Tuesday, June 24, 2008

The ambiguity of Hello Kitty

Random item from the book Buying In: The Secret Dialogue Between What We Buy and Who We Are by Rob Walker. There's a section on Hello Kitty, the billion-dollar brand of the cute little cat with no mouth. There are thousands upon thousands of Hello Kitty licensed products available on the market, from toys and clothing to golf bags and appliances and even a $30,000 diamond-encrusted Hello Kitty wristwatch. Hello Kitty was originally thought to appeal only to young girls, but market research found that a third of Hello Kitty customers were over eighteen and shopping for themselves. So they started producing Hello Kitty lingerie and jewelry.

What's most interesting about Hello Kitty's brand identity is that there's no narrative or backstory behind it. Unlike characters like Snoopy or Mickey Mouse, there are no cartoon stories that give any hint about Hello Kitty's personality. And apparently this is entirely intentional. Hello Kitty stands for nothing, but this also means that Hello Kitty can also stand for anything the consumer wants it to be about.

Walker cites cultural scholar Brian McVeigh, who says that Hello Kitty is about "projectability." Hello Kitty's blank "cryptic" simplicity is "waiting to be interpreted." Hello Kitty could appeal to someone because it suggests nostalgia, or it could seem campy, or it could seem subversive. It could be anything.

The designer didn't know what to do for Hello Kitty's mouth and decided to just go without it. And that may well be the secret to Hello Kitty's success. A spokesman for Hello Kitty's corporate owners, Sanrio, says, "Without the mouth, it is easier for the person looking at Hello Kitty to project their feelings onto the character. The person can be happy or sad together with Hello Kitty." Other commentators observe that Hello Kitty is "an icon that allows viewers to assign whatever meaning to her that they want."

So Hello Kitty is not merely a corporate brand being foisted upon unthinking masses. Hello Kitty is an example of how consumers actually invest meaning into a cultural symbol. So we don't consume just to acquire stuff. And we don't consume merely to buy into a pre-existing brand identity. As we consume, we invest meaning into the corporate brands that we consume and appropriate them for our own purpose and use. We manufacture our own meaning. Consumption can thus be interpreted as a way that we construct our identity and make sense of the world.

Weird. Especially when I just did a quick Google image search for Hello Kitty and came up with:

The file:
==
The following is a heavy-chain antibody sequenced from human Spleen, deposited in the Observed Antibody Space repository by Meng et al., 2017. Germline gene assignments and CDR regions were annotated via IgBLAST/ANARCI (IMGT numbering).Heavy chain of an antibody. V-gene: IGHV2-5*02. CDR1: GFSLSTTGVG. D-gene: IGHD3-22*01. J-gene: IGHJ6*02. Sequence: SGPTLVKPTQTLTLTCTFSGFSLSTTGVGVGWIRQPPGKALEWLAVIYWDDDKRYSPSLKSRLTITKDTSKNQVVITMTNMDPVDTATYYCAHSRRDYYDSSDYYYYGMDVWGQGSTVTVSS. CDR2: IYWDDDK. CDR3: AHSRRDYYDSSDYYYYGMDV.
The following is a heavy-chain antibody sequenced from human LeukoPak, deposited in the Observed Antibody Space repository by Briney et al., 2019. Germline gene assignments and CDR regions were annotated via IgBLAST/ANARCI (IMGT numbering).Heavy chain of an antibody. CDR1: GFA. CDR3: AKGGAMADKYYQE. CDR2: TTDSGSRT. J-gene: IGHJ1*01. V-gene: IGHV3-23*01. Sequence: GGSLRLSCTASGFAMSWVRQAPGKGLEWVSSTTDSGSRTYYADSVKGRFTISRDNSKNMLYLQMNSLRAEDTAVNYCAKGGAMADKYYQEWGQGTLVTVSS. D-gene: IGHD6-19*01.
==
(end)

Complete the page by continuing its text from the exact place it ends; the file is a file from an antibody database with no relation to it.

Hello Kitty Ferrari

Hello Kitty exhaust pipe

Hello Kitty corset

Hello Kitty car seat

Hello Kitty motorcycle

Darth Kitty


Apostle to Suburbia said...

Actually, there are Hello Kitty cartoons. Kitty has a sister, Mimi, parents and friends and there are the usual sorts of sweet/inane Japanime type adventures ranging from school stories to fantasy.

But I know what you mean. The average HK customer hasn't seen the cartoons, just the merchandise. When I was in grade school, back in the early 1980s, my favorite thing was to go to the Sanrio store and see what I could buy with my small allowance. They sold (still sell?) many items for under $2 which is very attractive to kids.

It is sad though that the adult HK market has become so...adult. You really have to be careful what you google or search for on ebay, because there is some gross stuff out there.

We have three girls, so plenty of Hello Kitty in our house. At the child's level, she is at least still a wholesome character that is nearly impossible to tart up like a Bratz doll.

Al Hsu said...

Thanks, LeeAnn - that's good to know. And yeah, I didn't post some of the other Hello Kitty stuff out there! I heard a quiz show that had a question about which Hello Kitty item was real and which were fake. The real one was a Hello Kitty handgun. I don't remember what the fake ones were, but the host said that they had a hard time coming up with fake items because Sanrio has licensed so many official products, including Hello Kitty condoms. Kind of crazy.

Adam said...

Here's a story on gas prices and the suburban fringes. It references this story on suburbs as the new slums.

Chip Gorman said...

I've never been to your blog before but I follow Rob Walker's, and he included a link to your comments on his book. I've added you to my rss feeds since the topic of your blog is one that I have a lot of interest in as, well, a suburban Christian. I've been exploring cultural issues and Christianity as it relates to them a lot lately. I'll definitely pick up your book. I wonder how you perceive the "move to the city" that younger people supposedly are adopting.

L.L. Barkat said...

Darth Kitty. Too amusing!

Bill Reichart said...

Al, I thought this article from the New York Times that I posted about here on my blog:


would be worth looking at. It talks about the lack of stability within suburbia.

Friar Tuck said...

Ok...i am just going to step out and mention this...although it may get me in some hot water.

In my experience, hello kitty (even during its down years) seems to have its broadest based appeal with late adolescent and early adult asian women. Especially those who are first generation or second generation immigrants.

Has anyone else noticed this? Is there a reason for this cultural bias?

Boricua in Texas said...

Darth Kitty is the height of camp. Awesome.

Ms Krong said...

This is really an interesting post. I never knew a "simple" Hello Kitty character has left its mark on such a wide variety of products. Gotta love those Hello Kitty vehicles! The little girls who love Hello Kitty have grown up... and are on the road driving a ferrari or motorbike! Amazing!